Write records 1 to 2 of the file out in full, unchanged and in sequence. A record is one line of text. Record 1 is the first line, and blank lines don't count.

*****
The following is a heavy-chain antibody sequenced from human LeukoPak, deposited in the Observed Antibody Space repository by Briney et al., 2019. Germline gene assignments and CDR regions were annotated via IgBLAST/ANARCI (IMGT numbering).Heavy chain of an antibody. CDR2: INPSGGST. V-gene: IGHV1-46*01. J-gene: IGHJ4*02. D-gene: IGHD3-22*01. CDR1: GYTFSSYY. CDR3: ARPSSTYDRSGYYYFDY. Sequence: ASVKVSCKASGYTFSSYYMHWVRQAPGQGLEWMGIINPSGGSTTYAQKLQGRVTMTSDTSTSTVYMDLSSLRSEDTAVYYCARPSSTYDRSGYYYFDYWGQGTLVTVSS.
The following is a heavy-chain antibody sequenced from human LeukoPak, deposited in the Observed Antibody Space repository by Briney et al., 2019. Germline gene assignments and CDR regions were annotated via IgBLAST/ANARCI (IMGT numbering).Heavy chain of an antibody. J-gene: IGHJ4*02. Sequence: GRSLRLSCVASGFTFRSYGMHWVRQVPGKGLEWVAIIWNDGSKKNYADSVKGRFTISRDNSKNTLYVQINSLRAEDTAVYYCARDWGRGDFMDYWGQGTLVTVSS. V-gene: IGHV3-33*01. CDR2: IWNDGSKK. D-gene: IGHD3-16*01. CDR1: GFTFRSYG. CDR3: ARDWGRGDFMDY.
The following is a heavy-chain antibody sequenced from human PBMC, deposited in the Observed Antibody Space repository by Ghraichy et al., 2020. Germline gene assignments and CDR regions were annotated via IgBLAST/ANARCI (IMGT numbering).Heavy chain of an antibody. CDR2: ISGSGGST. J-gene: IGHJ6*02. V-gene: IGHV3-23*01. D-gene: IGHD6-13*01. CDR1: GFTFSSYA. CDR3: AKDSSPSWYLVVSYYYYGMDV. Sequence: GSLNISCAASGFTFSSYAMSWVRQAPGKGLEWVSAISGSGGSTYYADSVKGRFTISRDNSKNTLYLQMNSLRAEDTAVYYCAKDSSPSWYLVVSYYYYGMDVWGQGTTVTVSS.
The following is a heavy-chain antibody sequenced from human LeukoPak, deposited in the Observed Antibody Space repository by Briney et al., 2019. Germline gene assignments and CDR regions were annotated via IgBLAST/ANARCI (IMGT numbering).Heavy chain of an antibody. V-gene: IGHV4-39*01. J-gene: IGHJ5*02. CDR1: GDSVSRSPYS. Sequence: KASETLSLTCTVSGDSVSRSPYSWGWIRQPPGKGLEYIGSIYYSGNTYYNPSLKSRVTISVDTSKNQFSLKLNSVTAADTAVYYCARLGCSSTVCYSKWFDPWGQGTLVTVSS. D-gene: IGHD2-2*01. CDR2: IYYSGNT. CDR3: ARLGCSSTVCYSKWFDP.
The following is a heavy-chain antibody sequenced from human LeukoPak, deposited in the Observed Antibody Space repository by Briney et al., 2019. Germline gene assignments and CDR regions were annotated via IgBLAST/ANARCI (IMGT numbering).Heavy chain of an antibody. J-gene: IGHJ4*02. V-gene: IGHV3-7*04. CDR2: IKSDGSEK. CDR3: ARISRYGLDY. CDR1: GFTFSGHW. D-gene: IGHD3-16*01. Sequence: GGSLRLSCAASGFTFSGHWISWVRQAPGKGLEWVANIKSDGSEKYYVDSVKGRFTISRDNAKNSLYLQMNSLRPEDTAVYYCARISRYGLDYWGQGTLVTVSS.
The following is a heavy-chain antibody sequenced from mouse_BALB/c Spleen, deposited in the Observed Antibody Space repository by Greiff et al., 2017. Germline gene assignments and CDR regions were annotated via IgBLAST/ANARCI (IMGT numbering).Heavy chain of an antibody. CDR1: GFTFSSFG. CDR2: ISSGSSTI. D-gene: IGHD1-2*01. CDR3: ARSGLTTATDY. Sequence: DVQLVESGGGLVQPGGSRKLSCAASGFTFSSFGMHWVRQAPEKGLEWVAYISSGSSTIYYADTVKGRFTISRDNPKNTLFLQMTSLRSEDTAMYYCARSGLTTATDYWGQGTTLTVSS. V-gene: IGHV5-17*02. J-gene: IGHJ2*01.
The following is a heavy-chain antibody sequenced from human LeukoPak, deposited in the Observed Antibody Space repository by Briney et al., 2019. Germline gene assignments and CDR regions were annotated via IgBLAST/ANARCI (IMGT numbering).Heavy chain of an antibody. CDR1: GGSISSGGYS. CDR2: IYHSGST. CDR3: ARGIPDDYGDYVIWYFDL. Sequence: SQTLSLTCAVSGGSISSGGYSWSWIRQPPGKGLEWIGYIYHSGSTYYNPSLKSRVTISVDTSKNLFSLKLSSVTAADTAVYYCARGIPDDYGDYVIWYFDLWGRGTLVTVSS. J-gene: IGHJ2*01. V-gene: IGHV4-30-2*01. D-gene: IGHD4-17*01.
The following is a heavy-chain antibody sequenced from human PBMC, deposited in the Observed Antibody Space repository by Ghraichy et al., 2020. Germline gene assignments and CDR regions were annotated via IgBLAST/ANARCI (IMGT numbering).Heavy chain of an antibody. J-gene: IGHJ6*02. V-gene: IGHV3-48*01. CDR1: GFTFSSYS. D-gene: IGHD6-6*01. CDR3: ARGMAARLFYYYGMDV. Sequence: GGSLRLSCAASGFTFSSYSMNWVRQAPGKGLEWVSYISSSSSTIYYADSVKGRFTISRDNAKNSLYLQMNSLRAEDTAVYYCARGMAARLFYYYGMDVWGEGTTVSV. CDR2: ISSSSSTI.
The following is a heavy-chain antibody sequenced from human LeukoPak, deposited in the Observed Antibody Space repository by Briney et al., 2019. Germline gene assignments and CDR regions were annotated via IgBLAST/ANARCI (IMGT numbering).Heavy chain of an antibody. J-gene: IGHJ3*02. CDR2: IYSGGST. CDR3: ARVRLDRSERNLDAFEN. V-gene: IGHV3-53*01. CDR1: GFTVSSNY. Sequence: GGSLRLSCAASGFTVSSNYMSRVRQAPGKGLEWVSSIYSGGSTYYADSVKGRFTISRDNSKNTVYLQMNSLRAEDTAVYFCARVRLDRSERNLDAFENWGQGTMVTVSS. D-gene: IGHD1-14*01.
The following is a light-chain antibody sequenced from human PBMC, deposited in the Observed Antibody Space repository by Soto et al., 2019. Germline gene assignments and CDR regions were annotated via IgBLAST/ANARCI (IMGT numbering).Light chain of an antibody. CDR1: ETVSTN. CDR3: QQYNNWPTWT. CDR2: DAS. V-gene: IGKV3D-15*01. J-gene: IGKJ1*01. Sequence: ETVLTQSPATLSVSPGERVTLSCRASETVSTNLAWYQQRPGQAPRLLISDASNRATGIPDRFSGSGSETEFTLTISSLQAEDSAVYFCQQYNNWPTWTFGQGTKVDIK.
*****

The following is a heavy-chain antibody sequenced from human LeukoPak, deposited in the Observed Antibody Space repository by Briney et al., 2019. Germline gene assignments and CDR regions were annotated via IgBLAST/ANARCI (IMGT numbering).Heavy chain of an antibody. CDR2: INPSGGST. V-gene: IGHV1-46*01. J-gene: IGHJ4*02. D-gene: IGHD3-22*01. CDR1: GYTFSSYY. CDR3: ARPSSTYDRSGYYYFDY. Sequence: ASVKVSCKASGYTFSSYYMHWVRQAPGQGLEWMGIINPSGGSTTYAQKLQGRVTMTSDTSTSTVYMDLSSLRSEDTAVYYCARPSSTYDRSGYYYFDYWGQGTLVTVSS.
The following is a heavy-chain antibody sequenced from human LeukoPak, deposited in the Observed Antibody Space repository by Briney et al., 2019. Germline gene assignments and CDR regions were annotated via IgBLAST/ANARCI (IMGT numbering).Heavy chain of an antibody. J-gene: IGHJ4*02. Sequence: GRSLRLSCVASGFTFRSYGMHWVRQVPGKGLEWVAIIWNDGSKKNYADSVKGRFTISRDNSKNTLYVQINSLRAEDTAVYYCARDWGRGDFMDYWGQGTLVTVSS. V-gene: IGHV3-33*01. CDR2: IWNDGSKK. D-gene: IGHD3-16*01. CDR1: GFTFRSYG. CDR3: ARDWGRGDFMDY.